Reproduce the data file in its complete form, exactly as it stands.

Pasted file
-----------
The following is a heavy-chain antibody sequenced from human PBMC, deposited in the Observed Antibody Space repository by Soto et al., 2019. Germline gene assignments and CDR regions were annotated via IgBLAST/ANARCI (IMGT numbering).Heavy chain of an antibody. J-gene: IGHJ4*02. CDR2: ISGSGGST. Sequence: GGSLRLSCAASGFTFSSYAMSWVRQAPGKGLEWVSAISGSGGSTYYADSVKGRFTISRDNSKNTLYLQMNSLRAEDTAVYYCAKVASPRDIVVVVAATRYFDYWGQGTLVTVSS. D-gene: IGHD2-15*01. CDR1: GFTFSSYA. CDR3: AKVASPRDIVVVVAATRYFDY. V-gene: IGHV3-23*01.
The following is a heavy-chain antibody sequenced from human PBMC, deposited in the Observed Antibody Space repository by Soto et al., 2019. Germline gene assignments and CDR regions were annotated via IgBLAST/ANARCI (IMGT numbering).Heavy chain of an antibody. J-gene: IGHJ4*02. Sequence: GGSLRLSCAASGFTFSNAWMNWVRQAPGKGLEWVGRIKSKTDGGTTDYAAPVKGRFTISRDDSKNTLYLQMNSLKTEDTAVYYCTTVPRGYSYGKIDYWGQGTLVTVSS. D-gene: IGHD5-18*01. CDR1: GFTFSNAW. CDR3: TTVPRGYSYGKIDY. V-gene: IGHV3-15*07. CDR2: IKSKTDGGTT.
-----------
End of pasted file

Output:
The following is a heavy-chain antibody sequenced from human PBMC, deposited in the Observed Antibody Space repository by Soto et al., 2019. Germline gene assignments and CDR regions were annotated via IgBLAST/ANARCI (IMGT numbering).Heavy chain of an antibody. J-gene: IGHJ4*02. CDR2: ISGSGGST. Sequence: GGSLRLSCAASGFTFSSYAMSWVRQAPGKGLEWVSAISGSGGSTYYADSVKGRFTISRDNSKNTLYLQMNSLRAEDTAVYYCAKVASPRDIVVVVAATRYFDYWGQGTLVTVSS. D-gene: IGHD2-15*01. CDR1: GFTFSSYA. CDR3: AKVASPRDIVVVVAATRYFDY. V-gene: IGHV3-23*01.
The following is a heavy-chain antibody sequenced from human PBMC, deposited in the Observed Antibody Space repository by Soto et al., 2019. Germline gene assignments and CDR regions were annotated via IgBLAST/ANARCI (IMGT numbering).Heavy chain of an antibody. J-gene: IGHJ4*02. Sequence: GGSLRLSCAASGFTFSNAWMNWVRQAPGKGLEWVGRIKSKTDGGTTDYAAPVKGRFTISRDDSKNTLYLQMNSLKTEDTAVYYCTTVPRGYSYGKIDYWGQGTLVTVSS. D-gene: IGHD5-18*01. CDR1: GFTFSNAW. CDR3: TTVPRGYSYGKIDY. V-gene: IGHV3-15*07. CDR2: IKSKTDGGTT.